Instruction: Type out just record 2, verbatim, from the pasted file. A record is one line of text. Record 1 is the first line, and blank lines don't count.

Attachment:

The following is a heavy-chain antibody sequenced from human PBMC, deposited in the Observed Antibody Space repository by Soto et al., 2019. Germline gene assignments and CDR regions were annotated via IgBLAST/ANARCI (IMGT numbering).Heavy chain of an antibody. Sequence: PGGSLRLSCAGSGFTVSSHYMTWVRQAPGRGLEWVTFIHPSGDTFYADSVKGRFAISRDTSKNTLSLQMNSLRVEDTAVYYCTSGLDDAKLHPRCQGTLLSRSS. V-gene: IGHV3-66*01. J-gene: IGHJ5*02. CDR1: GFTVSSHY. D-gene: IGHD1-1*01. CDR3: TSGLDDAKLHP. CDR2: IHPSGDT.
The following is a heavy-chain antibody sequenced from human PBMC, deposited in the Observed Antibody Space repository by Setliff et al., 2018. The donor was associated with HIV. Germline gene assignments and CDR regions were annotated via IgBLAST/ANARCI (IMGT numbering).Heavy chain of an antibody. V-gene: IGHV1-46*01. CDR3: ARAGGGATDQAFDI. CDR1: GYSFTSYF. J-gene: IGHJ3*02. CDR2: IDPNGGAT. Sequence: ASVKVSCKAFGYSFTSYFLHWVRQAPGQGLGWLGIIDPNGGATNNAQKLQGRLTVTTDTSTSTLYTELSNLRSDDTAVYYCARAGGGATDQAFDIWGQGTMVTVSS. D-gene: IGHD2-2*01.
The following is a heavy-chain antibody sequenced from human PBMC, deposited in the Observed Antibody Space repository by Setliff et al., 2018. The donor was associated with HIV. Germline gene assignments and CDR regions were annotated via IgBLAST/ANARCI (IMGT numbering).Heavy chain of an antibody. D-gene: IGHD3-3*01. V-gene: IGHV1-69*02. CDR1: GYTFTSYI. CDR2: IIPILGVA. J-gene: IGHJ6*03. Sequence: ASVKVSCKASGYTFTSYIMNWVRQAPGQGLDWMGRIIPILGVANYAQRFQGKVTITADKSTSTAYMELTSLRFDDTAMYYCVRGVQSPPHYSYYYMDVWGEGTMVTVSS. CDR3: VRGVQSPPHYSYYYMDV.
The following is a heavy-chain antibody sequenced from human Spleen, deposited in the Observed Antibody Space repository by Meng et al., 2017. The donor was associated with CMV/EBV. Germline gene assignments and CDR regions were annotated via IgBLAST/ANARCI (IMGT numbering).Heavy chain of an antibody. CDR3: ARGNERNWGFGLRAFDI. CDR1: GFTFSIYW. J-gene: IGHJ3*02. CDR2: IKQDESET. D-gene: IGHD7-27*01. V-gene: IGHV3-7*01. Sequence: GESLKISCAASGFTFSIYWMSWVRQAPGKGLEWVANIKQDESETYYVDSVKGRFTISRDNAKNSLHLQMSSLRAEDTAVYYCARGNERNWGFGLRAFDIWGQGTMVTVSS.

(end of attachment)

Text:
The following is a heavy-chain antibody sequenced from human PBMC, deposited in the Observed Antibody Space repository by Setliff et al., 2018. The donor was associated with HIV. Germline gene assignments and CDR regions were annotated via IgBLAST/ANARCI (IMGT numbering).Heavy chain of an antibody. V-gene: IGHV1-46*01. CDR3: ARAGGGATDQAFDI. CDR1: GYSFTSYF. J-gene: IGHJ3*02. CDR2: IDPNGGAT. Sequence: ASVKVSCKAFGYSFTSYFLHWVRQAPGQGLGWLGIIDPNGGATNNAQKLQGRLTVTTDTSTSTLYTELSNLRSDDTAVYYCARAGGGATDQAFDIWGQGTMVTVSS. D-gene: IGHD2-2*01.